During Pubcon last November, Google’s Gary Illyes, warned that featured snippets would be volatile because Google was actively developing the algorithm.
It isn’t uncommon to lose an featured snippet you’ve earned for a certain search query, only to get it back within a 24-hour period – even if you’ve done nothing to optimize for featured snippets.
So just how volatile are featured snippets in Google search right now?
A new study from Stone Temple Consulting attempts to answer that question. It also reveals which websites tend to get the most featured snippets, both on desktop and mobile.
The State of Google Featured Snippets in Search
The study, which examined the variability of results of 4,999 search queries over 124 consecutive using STAT Search Analytics, found a high amount of featured snippet “churning” and predicts we will continue to see continued volatility in the near future.
For instance, for 1,092 desktop keywords, Google used content from two different domains. For 318 desktop keywords, Google pulled featured snippets from three different sites.
According to the study:
“The keyword that showed the most variability was, ‘what is day student tuition.’ During the course of the study we saw 12 different domains used to provide the featured snippet for this keyword. This keyword also went 8 days without any featured snippet.”
Here’s the breakdown:
Overall, 4,490 of those 4,999 queries showed a featured snippet on desktop (3,937 on mobile) at least once during the 124-day testing period.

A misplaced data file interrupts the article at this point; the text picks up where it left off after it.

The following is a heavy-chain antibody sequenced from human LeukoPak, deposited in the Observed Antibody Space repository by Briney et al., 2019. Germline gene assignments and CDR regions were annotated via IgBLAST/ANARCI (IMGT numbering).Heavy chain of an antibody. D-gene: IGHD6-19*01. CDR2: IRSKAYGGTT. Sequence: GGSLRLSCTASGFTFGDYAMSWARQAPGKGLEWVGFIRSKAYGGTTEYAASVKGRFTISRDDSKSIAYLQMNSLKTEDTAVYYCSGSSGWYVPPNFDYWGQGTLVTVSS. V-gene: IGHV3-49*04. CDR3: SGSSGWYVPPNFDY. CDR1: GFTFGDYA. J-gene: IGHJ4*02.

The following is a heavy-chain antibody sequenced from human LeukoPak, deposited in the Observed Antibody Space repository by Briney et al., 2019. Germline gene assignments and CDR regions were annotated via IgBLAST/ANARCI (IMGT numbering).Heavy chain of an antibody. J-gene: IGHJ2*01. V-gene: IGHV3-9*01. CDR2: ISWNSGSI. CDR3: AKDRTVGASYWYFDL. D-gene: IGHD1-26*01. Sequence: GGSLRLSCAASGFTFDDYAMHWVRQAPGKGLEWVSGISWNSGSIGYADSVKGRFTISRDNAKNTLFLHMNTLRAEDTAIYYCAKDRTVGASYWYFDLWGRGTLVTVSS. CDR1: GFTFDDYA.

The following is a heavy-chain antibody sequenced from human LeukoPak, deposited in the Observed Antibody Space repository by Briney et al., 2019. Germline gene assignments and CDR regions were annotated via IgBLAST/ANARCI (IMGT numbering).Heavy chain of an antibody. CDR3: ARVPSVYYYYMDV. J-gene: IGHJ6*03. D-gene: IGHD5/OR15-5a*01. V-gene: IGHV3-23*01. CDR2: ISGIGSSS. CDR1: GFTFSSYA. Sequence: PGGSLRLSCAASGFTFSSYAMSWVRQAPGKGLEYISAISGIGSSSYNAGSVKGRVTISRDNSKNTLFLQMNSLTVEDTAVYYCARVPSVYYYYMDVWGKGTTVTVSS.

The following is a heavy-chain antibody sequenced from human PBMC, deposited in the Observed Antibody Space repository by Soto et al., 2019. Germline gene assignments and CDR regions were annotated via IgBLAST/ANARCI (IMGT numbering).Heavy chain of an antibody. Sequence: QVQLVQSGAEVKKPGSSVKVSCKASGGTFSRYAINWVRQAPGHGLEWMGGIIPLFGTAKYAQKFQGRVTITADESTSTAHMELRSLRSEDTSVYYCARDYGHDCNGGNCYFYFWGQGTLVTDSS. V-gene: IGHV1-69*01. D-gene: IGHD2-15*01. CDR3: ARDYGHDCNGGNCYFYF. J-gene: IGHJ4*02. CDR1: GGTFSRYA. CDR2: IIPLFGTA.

In other interesting findings from the study:
425 keywords never showed a featured snippet on desktop.
888 keywords never showed a featured snippet on mobile.
1,567 of the keywords on desktop used more than one site for returning a featured snippet.
These Websites Get the Most Featured Snippets
Would you be shocked if I told you Wikipedia has earned the most featured snippets from Google? Well, you shouldn’t.
Wikipedia earned 40 percent of featured snippets on desktop and 36 percent on mobile.
These findings align with a study STAT Search Analytics did in 2016.
Nine of the top 10 biggest sources of featured snippets for Google – Wikipedia, Biography, Britannica, YouTube, IMDb, Quora, WebMD, Drugs.com, and Investopedia – were the same on desktop and mobile, although those nine domains appeared in different order, according to Stone Temple’s study.
Here’s the breakdown:
These domains accounted for 47 percent of all the featured snippets on desktop and 41 percent on mobile.
The study also looks at how Google is using the Knowledge Graph in search results.
Click here to read the full Stone Temple study.
To learn more about earning featured snippets, check out: Google’s John Mueller on Ranking for Featured Snippets.
Featured image: Shutterstock, modified by author
All in-post images via Stone Temple Consulting, used with permission